More and more Algerian women are challenging traditional norms by getting jobs, but many see their salaries confiscated by their husbands despite a law against the practice.
"It's financial harassment," lawyer Fatma-Zohra Benbraham said. "It's a dangerous phenomenon that has been kept silent for a long time."
Lawyers say that as more women go into the workplace, tensions over money are causing a surge in divorces.
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Female employment rose from 10.2% in 2005 to 13.6 by 2015, with around 2 million Algerian women now in work, alongside just under nine million men. The number of divorces almost doubled from 34,000 in 2007 to around 60,000 in 2014.
Benbraham said financial disputes, particularly over control of wives' salaries, are behind the rise. "The tendency to divorce has increased in recent years. Money is the main cause of marital breakdowns," she added.
Women say they face financial blackmail. If a wife refuses to let her husband control her wages, she is forced to stay at home or even face divorce proceedings - a source of shame in the conservative country.
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In other cases, fathers or brothers take control of their female relatives' money. "Many women prefer to divorce so they can keep their salaries for themselves and their children," said Benbraham.
In 2015, Algeria's parliament adopted a law aimed at preventing husbands from taking control of their wives' salaries.
It says "anyone who exercises constraints on their spouse in order to have access to their property or financial resources" can be imprisoned for up to two years.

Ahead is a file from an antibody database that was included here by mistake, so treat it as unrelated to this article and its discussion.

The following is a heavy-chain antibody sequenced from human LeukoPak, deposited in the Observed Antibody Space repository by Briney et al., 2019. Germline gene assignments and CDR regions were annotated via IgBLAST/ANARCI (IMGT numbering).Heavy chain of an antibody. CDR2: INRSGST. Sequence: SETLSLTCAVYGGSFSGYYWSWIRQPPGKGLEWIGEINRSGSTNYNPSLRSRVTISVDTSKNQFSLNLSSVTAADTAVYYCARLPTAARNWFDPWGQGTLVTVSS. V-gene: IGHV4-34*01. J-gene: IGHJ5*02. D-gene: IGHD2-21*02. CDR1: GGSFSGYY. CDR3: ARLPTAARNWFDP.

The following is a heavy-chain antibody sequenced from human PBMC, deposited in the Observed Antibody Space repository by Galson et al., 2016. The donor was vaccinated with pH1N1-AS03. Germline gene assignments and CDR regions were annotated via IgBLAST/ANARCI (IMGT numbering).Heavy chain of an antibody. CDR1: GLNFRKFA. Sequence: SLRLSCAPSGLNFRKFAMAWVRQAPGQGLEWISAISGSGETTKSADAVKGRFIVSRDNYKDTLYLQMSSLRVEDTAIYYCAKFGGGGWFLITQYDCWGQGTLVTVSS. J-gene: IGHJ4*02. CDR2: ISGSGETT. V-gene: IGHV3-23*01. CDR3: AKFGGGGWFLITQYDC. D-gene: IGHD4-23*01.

But many women say the law does not protect them enough.
"I never see my money. My husband takes it all," a woman identified only as Nadia told local daily El Watan. "The law should protect us."
Nourredine Bekis, professor of sociology at the University of Algiers, said the practice was a result of patriarchal society.
"We have taught boys that financial power is the basis for establishing male domination," he said.
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Algerian husbands are traditionally responsible for providing for their wives and children, while a wife's money is reserved for her own use. But as they head to work, women have little choice but to hand their cash over to their husbands or risk their families falling apart.
The debate on the right of women to control their salaries was recently revived by Mounia Meslem, minister for the family and the status of women.
She provoked a wave of criticism on social media when she called on women to give their wages to the state to help it cope with financial difficulties arising from a fall in the price of oil, the country's main resource.
"We can help our country," she told the private television channel El Bilad. "It is not our income that gives us a livelihood, but rather our husbands who take care of us."
Critics said her comment represented a step backwards for women's rights.
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